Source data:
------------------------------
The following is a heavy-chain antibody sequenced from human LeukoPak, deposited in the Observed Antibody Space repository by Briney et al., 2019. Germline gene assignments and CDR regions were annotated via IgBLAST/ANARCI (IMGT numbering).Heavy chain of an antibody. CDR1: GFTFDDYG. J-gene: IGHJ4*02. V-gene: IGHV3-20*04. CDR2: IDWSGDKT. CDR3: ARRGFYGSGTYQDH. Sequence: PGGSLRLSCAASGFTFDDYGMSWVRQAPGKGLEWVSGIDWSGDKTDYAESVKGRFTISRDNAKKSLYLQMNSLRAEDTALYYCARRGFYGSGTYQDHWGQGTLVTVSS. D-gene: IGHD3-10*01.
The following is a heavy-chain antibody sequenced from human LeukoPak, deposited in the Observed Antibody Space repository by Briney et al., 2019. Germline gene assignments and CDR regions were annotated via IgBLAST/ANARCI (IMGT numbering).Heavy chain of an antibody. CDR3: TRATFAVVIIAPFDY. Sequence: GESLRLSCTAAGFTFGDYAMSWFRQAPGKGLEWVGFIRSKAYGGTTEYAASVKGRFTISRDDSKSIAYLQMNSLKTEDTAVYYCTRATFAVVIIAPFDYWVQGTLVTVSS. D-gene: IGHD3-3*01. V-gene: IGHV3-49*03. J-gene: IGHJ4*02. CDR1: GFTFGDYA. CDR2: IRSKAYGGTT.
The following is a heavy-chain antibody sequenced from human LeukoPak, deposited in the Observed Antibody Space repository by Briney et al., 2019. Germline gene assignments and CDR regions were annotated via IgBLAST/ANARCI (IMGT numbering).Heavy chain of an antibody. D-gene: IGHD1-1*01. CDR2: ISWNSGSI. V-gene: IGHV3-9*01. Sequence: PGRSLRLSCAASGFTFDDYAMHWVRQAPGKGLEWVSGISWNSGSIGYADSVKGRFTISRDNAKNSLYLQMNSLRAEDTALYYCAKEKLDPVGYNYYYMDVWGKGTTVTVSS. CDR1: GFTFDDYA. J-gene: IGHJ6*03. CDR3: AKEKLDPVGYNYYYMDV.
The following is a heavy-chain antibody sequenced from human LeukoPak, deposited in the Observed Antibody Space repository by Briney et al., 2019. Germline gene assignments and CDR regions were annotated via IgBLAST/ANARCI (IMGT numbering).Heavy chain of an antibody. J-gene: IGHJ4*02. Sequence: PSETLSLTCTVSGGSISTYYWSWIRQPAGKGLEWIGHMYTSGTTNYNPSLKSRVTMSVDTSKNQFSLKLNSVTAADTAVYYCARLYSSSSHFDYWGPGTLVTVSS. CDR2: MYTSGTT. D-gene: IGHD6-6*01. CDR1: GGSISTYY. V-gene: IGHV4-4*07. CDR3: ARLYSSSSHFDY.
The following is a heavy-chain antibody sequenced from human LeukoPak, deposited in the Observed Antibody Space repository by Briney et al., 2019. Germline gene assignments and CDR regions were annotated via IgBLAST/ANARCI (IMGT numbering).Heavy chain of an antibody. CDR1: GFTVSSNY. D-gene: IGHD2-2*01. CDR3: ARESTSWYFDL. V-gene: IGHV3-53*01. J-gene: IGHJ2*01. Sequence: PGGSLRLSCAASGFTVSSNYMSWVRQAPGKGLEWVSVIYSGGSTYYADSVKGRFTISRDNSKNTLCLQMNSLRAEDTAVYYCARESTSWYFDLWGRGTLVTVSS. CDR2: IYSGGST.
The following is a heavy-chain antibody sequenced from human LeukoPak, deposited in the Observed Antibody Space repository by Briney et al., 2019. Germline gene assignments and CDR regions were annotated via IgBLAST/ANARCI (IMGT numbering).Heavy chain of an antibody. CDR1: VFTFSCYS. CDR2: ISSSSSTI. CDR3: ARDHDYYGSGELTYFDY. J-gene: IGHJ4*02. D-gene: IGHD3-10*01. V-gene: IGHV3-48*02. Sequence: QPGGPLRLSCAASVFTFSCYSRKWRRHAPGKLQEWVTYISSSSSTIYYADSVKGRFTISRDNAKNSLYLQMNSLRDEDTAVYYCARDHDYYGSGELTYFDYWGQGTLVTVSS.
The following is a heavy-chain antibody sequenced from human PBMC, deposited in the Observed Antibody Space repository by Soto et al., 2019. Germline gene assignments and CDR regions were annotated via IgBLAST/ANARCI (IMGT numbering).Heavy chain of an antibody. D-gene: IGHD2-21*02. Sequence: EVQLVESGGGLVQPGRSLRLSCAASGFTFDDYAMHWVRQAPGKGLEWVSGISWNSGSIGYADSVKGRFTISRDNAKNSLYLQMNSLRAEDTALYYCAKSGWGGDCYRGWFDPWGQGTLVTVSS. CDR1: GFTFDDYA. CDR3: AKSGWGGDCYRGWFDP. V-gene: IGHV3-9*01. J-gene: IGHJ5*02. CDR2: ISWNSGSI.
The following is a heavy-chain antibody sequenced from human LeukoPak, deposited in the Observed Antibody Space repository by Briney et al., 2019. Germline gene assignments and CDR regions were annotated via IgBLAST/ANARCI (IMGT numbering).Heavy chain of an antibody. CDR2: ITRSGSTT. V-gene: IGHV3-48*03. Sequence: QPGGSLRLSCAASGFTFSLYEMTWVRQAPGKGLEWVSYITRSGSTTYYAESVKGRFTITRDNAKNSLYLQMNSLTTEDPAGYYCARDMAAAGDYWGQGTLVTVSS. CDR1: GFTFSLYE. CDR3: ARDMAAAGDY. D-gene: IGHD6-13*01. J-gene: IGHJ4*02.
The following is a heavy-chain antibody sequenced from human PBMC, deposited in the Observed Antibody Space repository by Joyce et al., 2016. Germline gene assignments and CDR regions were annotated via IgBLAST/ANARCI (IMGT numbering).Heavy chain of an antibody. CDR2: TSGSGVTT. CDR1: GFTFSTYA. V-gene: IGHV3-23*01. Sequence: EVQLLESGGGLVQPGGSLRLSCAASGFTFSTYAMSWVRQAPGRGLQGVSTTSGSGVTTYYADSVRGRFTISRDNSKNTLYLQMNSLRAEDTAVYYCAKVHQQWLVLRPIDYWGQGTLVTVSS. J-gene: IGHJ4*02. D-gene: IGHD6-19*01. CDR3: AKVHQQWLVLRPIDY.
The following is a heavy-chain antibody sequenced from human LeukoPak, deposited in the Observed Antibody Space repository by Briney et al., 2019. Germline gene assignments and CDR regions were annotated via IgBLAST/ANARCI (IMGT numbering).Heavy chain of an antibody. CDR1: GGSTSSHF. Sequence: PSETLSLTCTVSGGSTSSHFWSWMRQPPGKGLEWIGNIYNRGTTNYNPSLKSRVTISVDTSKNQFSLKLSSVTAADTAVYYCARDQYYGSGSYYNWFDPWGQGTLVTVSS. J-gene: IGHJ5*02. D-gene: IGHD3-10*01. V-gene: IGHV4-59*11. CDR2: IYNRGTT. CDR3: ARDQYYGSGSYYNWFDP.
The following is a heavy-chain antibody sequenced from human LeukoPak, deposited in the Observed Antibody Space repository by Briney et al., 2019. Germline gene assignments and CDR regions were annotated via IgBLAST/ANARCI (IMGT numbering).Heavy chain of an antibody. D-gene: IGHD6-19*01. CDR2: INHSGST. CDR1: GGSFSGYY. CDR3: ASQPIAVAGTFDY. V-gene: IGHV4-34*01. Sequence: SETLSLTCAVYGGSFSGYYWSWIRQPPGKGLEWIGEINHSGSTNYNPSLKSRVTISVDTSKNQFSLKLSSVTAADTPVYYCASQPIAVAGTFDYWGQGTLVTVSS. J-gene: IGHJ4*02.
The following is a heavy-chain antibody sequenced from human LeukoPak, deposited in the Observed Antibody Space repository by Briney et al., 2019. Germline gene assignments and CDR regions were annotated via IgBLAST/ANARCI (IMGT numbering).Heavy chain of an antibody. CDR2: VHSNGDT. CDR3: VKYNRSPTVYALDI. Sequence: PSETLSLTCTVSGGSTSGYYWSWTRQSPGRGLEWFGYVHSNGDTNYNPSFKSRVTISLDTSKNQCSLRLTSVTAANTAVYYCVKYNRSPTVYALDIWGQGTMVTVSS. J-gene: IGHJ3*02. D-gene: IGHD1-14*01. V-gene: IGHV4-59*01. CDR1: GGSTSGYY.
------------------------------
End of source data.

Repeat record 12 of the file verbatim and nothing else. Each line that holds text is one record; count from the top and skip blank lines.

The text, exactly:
The following is a heavy-chain antibody sequenced from human LeukoPak, deposited in the Observed Antibody Space repository by Briney et al., 2019. Germline gene assignments and CDR regions were annotated via IgBLAST/ANARCI (IMGT numbering).Heavy chain of an antibody. CDR2: VHSNGDT. CDR3: VKYNRSPTVYALDI. Sequence: PSETLSLTCTVSGGSTSGYYWSWTRQSPGRGLEWFGYVHSNGDTNYNPSFKSRVTISLDTSKNQCSLRLTSVTAANTAVYYCVKYNRSPTVYALDIWGQGTMVTVSS. J-gene: IGHJ3*02. D-gene: IGHD1-14*01. V-gene: IGHV4-59*01. CDR1: GGSTSGYY.